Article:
The liver is the largest organ in the body and performs many important functions to keep a person healthy. Liver cancer is more common in males than females, with males more than twice as likely to develop liver cancer over a lifetime.
Liver cancer can arise in two ways:
Primary liver cancer (most commonly hepatocellular carcinoma) originates in the liver. Metastatic liver cancer results from the spread (metastasis) of cancer from other areas of the body.
Many cases of liver cancer are metastatic liver cancer, due to the fact that the liver has two blood supplies, thus facilitating the spread of cancer from other organs. In these cases, the other organ is considered the primary site of the cancer.
Hepatocellular Carcinoma: The most common form in adults begins in the hepatocytes, the main type of liver cell. Approximately 75 percent of primary liver cancers are of this type. This type of cancer can have different growth patterns. Some begin as a single tumor that grows large and later spreads to other parts of the liver. However, this type of cancer may also begin in many spots throughout the liver and not as a single tumor. This is most often seen in people with liver cirrhosis and is the most common pattern seen in the United States.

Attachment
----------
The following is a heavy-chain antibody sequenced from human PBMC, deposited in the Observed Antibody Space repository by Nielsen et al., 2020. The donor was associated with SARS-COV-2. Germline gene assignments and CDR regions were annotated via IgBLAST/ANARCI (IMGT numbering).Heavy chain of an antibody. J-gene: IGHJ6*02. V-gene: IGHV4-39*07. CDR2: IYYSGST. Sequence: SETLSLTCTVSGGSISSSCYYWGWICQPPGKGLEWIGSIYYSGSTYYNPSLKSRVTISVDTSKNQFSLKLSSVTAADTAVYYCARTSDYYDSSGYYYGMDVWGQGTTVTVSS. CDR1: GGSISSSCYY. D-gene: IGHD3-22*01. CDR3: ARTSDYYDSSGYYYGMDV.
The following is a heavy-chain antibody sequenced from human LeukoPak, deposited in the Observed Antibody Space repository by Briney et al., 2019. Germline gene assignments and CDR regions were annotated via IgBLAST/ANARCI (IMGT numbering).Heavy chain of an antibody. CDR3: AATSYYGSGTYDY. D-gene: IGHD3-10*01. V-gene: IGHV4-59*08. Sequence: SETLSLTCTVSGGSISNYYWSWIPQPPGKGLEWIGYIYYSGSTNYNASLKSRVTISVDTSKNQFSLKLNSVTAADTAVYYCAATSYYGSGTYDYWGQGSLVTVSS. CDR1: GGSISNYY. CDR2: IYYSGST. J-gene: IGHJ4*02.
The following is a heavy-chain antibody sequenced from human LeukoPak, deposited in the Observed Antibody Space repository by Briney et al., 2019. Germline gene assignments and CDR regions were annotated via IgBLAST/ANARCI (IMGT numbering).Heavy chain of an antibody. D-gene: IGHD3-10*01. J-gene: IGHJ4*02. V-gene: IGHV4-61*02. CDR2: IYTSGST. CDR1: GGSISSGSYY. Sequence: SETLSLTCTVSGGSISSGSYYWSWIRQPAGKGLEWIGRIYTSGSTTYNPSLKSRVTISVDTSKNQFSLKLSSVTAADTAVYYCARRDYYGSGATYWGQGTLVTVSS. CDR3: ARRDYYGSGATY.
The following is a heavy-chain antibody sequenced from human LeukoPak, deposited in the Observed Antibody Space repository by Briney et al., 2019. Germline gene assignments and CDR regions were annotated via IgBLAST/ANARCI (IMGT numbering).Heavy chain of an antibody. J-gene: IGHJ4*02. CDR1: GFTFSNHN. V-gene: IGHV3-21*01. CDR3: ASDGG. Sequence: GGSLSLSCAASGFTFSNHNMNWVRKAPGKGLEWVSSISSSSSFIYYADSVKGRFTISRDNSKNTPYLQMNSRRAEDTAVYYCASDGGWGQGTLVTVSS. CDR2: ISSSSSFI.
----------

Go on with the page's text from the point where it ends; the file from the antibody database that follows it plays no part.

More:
Cholangiocarcinomas: These tumors account for approximately 10-20 percent of cases of liver cancer. These cancers start in the small tubes that carry bile to the gallbladder (called bile ducts). Consequently, cholangiocarcinomas are often referred to as bile duct cancer.
Angiosarcomas and Hemangiosarcomas: These tumors are rare forms of cancer that begin in the blood vessels of the liver and grow quickly. Often by the time they are found they are too widespread to be removed.
In its early stages, liver cancer is difficult to detect, which is why it’s sometimes known as the “silent disease.” As the tumor grows, symptoms may include the following:
- Sudden or unexpected weight loss
- Pain in the right side of the upper abdomen
- Loss of appetite
- Excessive fatigue or weakness
- Nausea or vomiting
- Jaundice – yellow skin and eyes, dark urine.
These symptoms do not necessarily confirm the definite presence of liver cancer. However, anyone experiencing any of the symptoms should contact their doctor immediately.